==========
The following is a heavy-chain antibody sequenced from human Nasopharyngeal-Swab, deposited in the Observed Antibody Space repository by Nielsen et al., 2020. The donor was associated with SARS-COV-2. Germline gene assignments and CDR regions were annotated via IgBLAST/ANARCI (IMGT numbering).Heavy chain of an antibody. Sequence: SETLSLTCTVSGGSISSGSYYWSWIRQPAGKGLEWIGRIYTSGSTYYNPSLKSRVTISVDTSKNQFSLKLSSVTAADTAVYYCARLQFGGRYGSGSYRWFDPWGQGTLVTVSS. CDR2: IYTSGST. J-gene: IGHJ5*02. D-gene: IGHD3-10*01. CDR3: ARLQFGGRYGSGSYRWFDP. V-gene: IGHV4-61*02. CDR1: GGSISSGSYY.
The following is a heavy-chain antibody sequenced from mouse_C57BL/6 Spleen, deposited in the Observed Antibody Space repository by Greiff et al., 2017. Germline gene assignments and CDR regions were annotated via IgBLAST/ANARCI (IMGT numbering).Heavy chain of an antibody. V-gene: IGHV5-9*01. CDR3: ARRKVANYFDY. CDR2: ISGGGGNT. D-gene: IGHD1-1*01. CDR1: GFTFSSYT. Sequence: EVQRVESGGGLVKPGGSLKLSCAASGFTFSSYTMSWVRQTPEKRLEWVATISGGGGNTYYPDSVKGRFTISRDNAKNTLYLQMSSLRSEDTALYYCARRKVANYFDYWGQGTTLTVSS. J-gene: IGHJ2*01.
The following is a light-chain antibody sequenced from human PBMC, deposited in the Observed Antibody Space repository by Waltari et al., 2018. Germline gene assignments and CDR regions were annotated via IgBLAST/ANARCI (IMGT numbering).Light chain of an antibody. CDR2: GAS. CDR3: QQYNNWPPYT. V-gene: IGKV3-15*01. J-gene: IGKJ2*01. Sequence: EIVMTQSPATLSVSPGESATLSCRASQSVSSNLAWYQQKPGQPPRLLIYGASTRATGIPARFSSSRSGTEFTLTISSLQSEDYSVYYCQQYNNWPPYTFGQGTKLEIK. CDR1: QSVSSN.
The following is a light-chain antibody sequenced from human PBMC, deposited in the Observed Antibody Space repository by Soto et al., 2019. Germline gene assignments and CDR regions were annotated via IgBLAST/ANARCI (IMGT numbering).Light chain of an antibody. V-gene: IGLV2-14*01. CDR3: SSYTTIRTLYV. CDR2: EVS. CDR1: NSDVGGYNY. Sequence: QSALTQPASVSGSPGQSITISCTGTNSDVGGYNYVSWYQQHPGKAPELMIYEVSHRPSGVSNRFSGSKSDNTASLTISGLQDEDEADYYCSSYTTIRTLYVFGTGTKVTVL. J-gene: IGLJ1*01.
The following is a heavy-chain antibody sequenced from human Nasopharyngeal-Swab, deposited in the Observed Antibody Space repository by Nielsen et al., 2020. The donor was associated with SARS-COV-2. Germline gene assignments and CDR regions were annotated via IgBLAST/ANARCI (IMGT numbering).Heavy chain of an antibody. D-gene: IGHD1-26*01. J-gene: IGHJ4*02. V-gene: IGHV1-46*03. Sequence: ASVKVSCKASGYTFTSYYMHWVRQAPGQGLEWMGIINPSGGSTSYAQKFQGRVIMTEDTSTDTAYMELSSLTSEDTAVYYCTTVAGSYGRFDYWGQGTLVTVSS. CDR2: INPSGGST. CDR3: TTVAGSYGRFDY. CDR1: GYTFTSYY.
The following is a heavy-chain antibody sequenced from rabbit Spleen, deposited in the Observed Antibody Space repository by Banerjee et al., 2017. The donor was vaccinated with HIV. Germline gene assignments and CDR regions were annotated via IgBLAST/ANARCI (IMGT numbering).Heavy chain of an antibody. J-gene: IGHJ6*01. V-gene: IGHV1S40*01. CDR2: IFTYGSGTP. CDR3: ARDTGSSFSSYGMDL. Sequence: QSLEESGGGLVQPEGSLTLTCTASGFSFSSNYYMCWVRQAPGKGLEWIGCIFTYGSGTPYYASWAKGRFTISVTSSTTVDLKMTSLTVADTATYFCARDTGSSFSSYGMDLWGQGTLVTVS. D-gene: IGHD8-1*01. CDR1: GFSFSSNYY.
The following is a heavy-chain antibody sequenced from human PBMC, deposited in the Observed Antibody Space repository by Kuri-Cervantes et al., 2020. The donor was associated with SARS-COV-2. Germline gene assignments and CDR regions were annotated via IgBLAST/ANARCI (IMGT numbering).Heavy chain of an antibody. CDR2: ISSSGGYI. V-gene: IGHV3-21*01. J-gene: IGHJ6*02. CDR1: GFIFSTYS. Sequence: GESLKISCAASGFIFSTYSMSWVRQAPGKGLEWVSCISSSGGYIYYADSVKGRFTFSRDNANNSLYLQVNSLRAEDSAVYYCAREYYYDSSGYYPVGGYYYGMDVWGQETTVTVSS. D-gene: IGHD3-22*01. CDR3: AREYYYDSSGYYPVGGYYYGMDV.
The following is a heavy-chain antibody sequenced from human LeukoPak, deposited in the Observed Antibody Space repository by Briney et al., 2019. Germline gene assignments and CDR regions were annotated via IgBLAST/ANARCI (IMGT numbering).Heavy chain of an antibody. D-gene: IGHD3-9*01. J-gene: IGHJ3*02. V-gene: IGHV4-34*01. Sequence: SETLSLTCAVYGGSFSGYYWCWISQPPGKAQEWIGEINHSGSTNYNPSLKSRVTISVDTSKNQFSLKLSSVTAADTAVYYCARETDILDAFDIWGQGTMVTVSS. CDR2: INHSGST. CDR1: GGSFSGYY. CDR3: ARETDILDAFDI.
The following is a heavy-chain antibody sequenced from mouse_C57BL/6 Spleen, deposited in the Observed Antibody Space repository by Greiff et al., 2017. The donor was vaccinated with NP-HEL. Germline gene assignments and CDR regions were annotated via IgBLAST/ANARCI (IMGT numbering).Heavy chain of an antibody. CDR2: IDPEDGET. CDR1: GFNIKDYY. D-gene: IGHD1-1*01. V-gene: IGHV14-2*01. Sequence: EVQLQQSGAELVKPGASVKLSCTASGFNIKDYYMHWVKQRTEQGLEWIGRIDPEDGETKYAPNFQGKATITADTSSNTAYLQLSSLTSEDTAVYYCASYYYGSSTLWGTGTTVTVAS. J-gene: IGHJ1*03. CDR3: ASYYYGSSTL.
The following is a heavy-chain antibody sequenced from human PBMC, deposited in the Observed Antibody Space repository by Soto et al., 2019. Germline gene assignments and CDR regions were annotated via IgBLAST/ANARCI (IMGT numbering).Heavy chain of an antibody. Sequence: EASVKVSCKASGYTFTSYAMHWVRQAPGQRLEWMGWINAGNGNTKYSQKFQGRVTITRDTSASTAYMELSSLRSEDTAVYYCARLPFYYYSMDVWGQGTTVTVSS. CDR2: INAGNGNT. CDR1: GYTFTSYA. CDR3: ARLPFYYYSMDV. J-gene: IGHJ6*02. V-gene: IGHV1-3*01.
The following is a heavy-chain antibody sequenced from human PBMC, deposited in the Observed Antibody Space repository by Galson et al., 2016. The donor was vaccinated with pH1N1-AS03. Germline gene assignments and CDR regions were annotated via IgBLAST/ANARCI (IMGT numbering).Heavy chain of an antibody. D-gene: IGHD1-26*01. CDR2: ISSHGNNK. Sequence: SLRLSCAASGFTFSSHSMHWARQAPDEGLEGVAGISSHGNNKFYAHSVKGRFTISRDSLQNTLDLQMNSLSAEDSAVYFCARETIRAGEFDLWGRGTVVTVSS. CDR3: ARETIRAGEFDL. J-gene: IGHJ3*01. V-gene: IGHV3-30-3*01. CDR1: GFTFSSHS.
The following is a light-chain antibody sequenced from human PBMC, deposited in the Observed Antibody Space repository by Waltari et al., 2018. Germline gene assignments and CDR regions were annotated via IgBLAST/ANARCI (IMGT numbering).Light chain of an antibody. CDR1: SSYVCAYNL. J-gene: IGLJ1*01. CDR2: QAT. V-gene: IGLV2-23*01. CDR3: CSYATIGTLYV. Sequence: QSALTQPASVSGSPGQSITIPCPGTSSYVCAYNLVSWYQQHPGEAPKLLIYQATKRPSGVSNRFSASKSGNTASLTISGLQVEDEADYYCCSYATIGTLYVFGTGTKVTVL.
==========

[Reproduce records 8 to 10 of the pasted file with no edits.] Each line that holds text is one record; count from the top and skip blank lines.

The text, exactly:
The following is a heavy-chain antibody sequenced from human LeukoPak, deposited in the Observed Antibody Space repository by Briney et al., 2019. Germline gene assignments and CDR regions were annotated via IgBLAST/ANARCI (IMGT numbering).Heavy chain of an antibody. D-gene: IGHD3-9*01. J-gene: IGHJ3*02. V-gene: IGHV4-34*01. Sequence: SETLSLTCAVYGGSFSGYYWCWISQPPGKAQEWIGEINHSGSTNYNPSLKSRVTISVDTSKNQFSLKLSSVTAADTAVYYCARETDILDAFDIWGQGTMVTVSS. CDR2: INHSGST. CDR1: GGSFSGYY. CDR3: ARETDILDAFDI.
The following is a heavy-chain antibody sequenced from mouse_C57BL/6 Spleen, deposited in the Observed Antibody Space repository by Greiff et al., 2017. The donor was vaccinated with NP-HEL. Germline gene assignments and CDR regions were annotated via IgBLAST/ANARCI (IMGT numbering).Heavy chain of an antibody. CDR2: IDPEDGET. CDR1: GFNIKDYY. D-gene: IGHD1-1*01. V-gene: IGHV14-2*01. Sequence: EVQLQQSGAELVKPGASVKLSCTASGFNIKDYYMHWVKQRTEQGLEWIGRIDPEDGETKYAPNFQGKATITADTSSNTAYLQLSSLTSEDTAVYYCASYYYGSSTLWGTGTTVTVAS. J-gene: IGHJ1*03. CDR3: ASYYYGSSTL.
The following is a heavy-chain antibody sequenced from human PBMC, deposited in the Observed Antibody Space repository by Soto et al., 2019. Germline gene assignments and CDR regions were annotated via IgBLAST/ANARCI (IMGT numbering).Heavy chain of an antibody. Sequence: EASVKVSCKASGYTFTSYAMHWVRQAPGQRLEWMGWINAGNGNTKYSQKFQGRVTITRDTSASTAYMELSSLRSEDTAVYYCARLPFYYYSMDVWGQGTTVTVSS. CDR2: INAGNGNT. CDR1: GYTFTSYA. CDR3: ARLPFYYYSMDV. J-gene: IGHJ6*02. V-gene: IGHV1-3*01.